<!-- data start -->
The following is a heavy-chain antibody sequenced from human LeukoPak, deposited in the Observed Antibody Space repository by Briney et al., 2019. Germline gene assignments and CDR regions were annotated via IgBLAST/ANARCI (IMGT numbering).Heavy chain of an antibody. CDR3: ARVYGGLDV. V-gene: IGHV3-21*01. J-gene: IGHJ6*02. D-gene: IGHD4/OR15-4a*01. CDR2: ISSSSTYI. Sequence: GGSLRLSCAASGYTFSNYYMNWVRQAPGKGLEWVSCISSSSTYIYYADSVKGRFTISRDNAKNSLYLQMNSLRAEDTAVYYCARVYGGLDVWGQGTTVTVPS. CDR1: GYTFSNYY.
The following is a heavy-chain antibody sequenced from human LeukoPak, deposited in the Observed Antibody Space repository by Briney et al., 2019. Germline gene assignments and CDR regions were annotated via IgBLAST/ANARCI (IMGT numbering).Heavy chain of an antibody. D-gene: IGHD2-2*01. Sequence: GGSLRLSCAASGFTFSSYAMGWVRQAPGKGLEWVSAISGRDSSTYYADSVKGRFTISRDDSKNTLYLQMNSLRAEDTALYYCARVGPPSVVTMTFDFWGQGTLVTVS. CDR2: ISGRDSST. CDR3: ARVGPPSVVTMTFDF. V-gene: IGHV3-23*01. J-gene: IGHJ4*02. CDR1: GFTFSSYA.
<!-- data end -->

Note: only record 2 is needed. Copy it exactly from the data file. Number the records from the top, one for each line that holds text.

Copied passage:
The following is a heavy-chain antibody sequenced from human LeukoPak, deposited in the Observed Antibody Space repository by Briney et al., 2019. Germline gene assignments and CDR regions were annotated via IgBLAST/ANARCI (IMGT numbering).Heavy chain of an antibody. D-gene: IGHD2-2*01. Sequence: GGSLRLSCAASGFTFSSYAMGWVRQAPGKGLEWVSAISGRDSSTYYADSVKGRFTISRDDSKNTLYLQMNSLRAEDTALYYCARVGPPSVVTMTFDFWGQGTLVTVS. CDR2: ISGRDSST. CDR3: ARVGPPSVVTMTFDF. V-gene: IGHV3-23*01. J-gene: IGHJ4*02. CDR1: GFTFSSYA.